the weblog of Alan Knox

Edification 6 – Simplicity

Posted by on Jun 29, 2007 in edification, gathering | 4 comments

Paul makes a simple statement concerning the gathering of believers, “Let all things be done for edification (building up)”. (1 Corinthians 14:26) The purpose of this series of posts (See “Edification 1 – Introduction“, “Edification 2 – Definition“, “Edification 3 – Scope“, “Edification 4 – Responsibility“, and “Edification 5 – Activities“) is to examine the term “edification” in order to better understand Paul’s simple statement.

I started this series by stating that Paul makes a simple statement concerning the purpose for the church coming together, that is, edification. In unwrapping this term “edification”, I suggested that the Holy Spirit works through many different believers who carry out many different activities in order to bring the whole church to unity, to help them to know Christ more intimately, and to mature them toward being more like Christ.

Over the last two thousand years, the meeting of the church has been orchestrated and planned to the point that it is anything but simple. How would a “simple” understanding of edification play itself out in the lives of individuals believers and the church?

First, each believer seeks God on their own through prayer, reading Scripture, walking step by step trusting God, especially relying on God’s grace. In this way, the Spirit works to edify the individual believer. This step is important in the process of the mutual edification of the church. This is the preparation step in the process of mutual edification. While the individual is being edified by the Spirit – being drawn closer to God and to Christ-likeness – the Spirit is also preparing the believer to be used to edify the church.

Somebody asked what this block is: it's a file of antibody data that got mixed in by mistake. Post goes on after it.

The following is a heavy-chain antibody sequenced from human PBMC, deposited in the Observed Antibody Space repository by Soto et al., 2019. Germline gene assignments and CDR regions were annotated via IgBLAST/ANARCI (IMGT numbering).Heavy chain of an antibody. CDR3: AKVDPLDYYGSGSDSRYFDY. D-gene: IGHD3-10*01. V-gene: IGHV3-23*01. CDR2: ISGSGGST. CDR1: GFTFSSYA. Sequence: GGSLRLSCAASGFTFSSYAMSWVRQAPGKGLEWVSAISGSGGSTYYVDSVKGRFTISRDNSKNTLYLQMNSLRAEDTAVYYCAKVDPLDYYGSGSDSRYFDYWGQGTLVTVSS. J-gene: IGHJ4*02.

When that believer comes together with other believers, the Spirit then prompts that believer to share what God has already shared with them. (Note: this does not preclude the Spirit from revealing something during the time that he or she is gathered with other believers.) This sharing could be in the form of a testimony about what God is doing in her life, or an instruction from Scripture that God has taught him, or a hymn that has been instrumental for them. There are a myriad of ways that God can work through one believer in order to impact the lives of many.

This is a dramatic change from what is normally expected when the church comes together. Many times, as believers think about meeting with the church, they wonder, “What is the teacher/preacher going to present today? What songs are the song leader going to choose?”

Instead, as believers prepare to meet with other believers, their thoughts should be more along the lines of this: “What has God taught me that I can share with other believers? How has God matured me that he could possibly use to encourage others? What has happened in my life that God may use to help my friends?” Then, while the meeting is taking place, each believer should seek to discern if and when God would have them speak or act.

Notice that I am not suggesting that God cannot or will not work through the traditional model. In fact, we all know from experience that God does work when only one person or a small group of people are responsible for the content of the meeting. However, this is not the model that is presented in Scripture.

So, I’m suggesting that the purpose of the meeting of the church (edification) is simple. It does not require sophisticated planning, education, directors, professionals, or scripts. Instead, it requires believers who are indwelled by the Spirit of God and learning from the Spirit from day-to-day following the leading of the Spirit as they meet with other believers. The Spirit himself will take care of the hard work (unity, knowledge, maturity) as we allow ourselves to be used by him.